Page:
City councilor Theresa Kail-Smith this morning introduced legislation that would regulate how adult entertainment businesses are permitted and operate in the city.
If the changes go through, zoning rules would be more clear cut ... and lap dances would be outlawed.
Spurred by two new clubs proposed for the North Side and the West End -- part of her district -- Smith says "interest in more adult entertainment establishments is continuing to billow forth, since we remain, for all practical purposes, the Wild West when it comes to adult business operation."
Permitting for adult entertainment -- like strip clubs, adult book stores and theatres -- is currently handled through city zoning code and requires permission from the City Planning Commission and City Council. Smith proposes changing the process to make it permitted "by use right" in the General and Urban Industrial districts.
"For decades upon decades, Pittsburgh has relied on essentially one rule when it came to regulated sexually-oriented businesses: you had to ask before you could open one," Smith said at a press conference today. "This [legislation] is absolutely necessary to eliminate any perception of arbitrary decision-making by public officials based upon vague standards."
The second bill deals with conduct, prohibiting entertainers "in a state of undress" from going within six feet of patrons. It also prohibits physical contact between them. Stages must be at least 18 inches high and rooms must be well-lit. Smith said current clubs will not be grandfathered into these regulations and will have to change how they operate.
The final bill requires that adult entertainment owners, operators, managers and employees are licensed, undergo criminal background checks and an annual renewal.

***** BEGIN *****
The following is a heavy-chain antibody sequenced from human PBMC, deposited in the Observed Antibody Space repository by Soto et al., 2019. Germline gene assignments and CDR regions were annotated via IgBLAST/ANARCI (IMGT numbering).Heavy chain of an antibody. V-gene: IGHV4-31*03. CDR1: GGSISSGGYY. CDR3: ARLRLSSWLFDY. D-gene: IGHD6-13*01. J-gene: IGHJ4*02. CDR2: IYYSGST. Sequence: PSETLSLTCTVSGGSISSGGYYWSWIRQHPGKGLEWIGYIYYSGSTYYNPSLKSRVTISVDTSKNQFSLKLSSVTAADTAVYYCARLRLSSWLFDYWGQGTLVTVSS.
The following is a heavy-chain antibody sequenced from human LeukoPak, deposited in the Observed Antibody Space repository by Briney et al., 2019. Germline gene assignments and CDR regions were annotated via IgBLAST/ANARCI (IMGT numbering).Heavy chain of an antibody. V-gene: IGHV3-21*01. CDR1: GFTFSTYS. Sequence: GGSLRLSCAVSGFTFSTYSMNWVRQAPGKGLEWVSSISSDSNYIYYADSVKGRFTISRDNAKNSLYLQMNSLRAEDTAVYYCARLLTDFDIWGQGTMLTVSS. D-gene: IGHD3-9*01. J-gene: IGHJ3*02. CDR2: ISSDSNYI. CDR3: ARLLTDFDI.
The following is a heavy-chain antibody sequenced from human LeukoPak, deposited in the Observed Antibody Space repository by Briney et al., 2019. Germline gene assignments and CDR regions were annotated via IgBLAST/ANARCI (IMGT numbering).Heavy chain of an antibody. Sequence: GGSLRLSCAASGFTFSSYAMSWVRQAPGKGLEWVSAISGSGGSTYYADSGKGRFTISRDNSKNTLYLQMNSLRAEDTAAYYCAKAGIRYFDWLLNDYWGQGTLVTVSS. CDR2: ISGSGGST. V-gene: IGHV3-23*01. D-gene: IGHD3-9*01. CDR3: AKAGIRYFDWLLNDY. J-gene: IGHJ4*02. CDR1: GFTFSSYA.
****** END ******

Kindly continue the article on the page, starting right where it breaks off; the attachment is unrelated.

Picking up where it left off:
Smith says enforcement will fall to the Bureau of Building Inspection and the Department of Public Safety. As for enforcing the 6-foot/no-contact rule, she says "Enforcement is crucial but it's going to hold owners accountable as well."
Bram Reichbaum, author of the Pittsburgh Comet blog and research consultant in Smith's office, says that concerned residents have already volunteered to monitor the establishments and call the city's 311 line if they spot violations.
Appeals will be handled through nuisance property appeals board.
Smith said the city's adult entertainment ordinance has been "Constitutionally problematic" after it was successfully challenged by HDV-Hustler club in Chateau. The city is also currently appealing a judge's approval for a club proposed by Marquise Investments in the West End. The appeal is still pending.
Smith said she modeled her bill off of an Ohio ordinance and has been vetted by the city's law department. "These are the types of laws which can ensure that important First Amendment freedoms can co-exist peaceably in an urban environment, attracting as few negative secondary effects as possible for communities, neighbors, patrons and employees alike."